The Prinsesse Ragnhild, operated by the Norwegian company Color Line, was sailing from the German port of Kiel to Oslo when fire broke out in its engine room shortly before 2am. There were 1,167 passengers on board, mostly Norwegians and German holidaymakers, and a crew of 172.
A 73-year-old Norwegian woman, who suffered heart problems during the fire, died in hospital eight hours after being rescued. But last night just 13 other people were still being treated for shock and light smoke inhalation. "Most are just in [hospital] for observation and none of them is in a serious condition," a police spokesman said.
Helicopters from Denmark, Sweden and Norway were on the scene within minutes. Some 20 ships helped the rescue, including fishing vessels and another ferry, which alone took 500 people to safety. While passengers were being winched off into inflatable lifeboats, fire crews battled with the flames for four hours.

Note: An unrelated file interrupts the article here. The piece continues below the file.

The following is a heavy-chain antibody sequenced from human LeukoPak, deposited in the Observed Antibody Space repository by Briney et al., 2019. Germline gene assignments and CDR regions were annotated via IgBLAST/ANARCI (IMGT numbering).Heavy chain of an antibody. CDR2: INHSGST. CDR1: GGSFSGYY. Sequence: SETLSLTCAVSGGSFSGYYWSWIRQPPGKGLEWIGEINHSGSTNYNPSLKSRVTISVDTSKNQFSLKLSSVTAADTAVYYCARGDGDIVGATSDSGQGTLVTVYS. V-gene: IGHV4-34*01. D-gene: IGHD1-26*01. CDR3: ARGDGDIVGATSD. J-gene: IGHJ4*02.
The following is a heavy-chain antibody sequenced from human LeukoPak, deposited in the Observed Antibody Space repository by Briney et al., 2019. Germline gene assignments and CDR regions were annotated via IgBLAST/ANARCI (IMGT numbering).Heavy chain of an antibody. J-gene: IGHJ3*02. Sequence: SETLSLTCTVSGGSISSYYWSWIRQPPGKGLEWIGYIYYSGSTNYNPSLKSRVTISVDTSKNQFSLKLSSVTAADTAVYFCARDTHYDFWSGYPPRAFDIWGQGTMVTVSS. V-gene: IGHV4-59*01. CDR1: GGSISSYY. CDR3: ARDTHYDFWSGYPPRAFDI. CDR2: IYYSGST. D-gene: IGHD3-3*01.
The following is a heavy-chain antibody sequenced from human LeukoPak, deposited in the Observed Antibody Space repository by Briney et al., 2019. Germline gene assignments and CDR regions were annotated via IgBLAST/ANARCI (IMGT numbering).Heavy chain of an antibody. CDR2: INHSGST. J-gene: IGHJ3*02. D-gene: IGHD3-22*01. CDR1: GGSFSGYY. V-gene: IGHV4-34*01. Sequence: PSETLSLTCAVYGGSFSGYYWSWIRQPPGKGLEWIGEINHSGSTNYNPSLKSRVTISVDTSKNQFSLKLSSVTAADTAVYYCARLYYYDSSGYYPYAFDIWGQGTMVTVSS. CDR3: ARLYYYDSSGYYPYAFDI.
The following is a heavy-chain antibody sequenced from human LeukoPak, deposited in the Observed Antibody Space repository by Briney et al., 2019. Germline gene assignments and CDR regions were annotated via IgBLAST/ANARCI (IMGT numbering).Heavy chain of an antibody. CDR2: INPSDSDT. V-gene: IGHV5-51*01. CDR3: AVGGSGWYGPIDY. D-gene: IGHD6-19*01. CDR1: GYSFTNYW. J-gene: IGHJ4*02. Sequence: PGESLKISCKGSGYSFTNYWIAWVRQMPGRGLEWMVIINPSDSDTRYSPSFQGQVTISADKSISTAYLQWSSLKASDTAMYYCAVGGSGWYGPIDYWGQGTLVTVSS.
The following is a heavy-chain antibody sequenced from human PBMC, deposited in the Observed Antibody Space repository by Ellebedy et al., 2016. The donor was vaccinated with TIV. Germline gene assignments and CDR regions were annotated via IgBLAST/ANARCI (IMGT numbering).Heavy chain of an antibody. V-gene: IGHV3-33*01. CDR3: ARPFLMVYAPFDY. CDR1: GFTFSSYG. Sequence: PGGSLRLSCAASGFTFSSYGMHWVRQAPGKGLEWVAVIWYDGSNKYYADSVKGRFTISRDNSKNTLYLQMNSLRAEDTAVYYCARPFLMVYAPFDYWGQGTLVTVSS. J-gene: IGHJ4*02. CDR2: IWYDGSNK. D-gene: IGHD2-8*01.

As the ferry limped into the Swedish port of Gothenburg yesterday afternoon, passengers praised the crew and emergency services. "We knew exactly where to go," said one Norwegian woman. "The escape routes were well signposted."
Rune Hukhelderg, a fisherman of Trondheim, said that many passengers at first thought the alarm was a safety drill: "But then there was a lot of smoke on board and we could smell the fire."
Birger Knutsson of the Swedish National Maritime Administration told Reuters news agency: "The calm weather was a major factor in the rescue operation going so well. The ship and crew also worked perfectly for a smooth evacuation."
Yesterday's incident was the first real test of the strict safety rules imposed in Scandinavian waters after the sinking of the ferry Estonia five years ago, which claimed 852 lives.Reuse content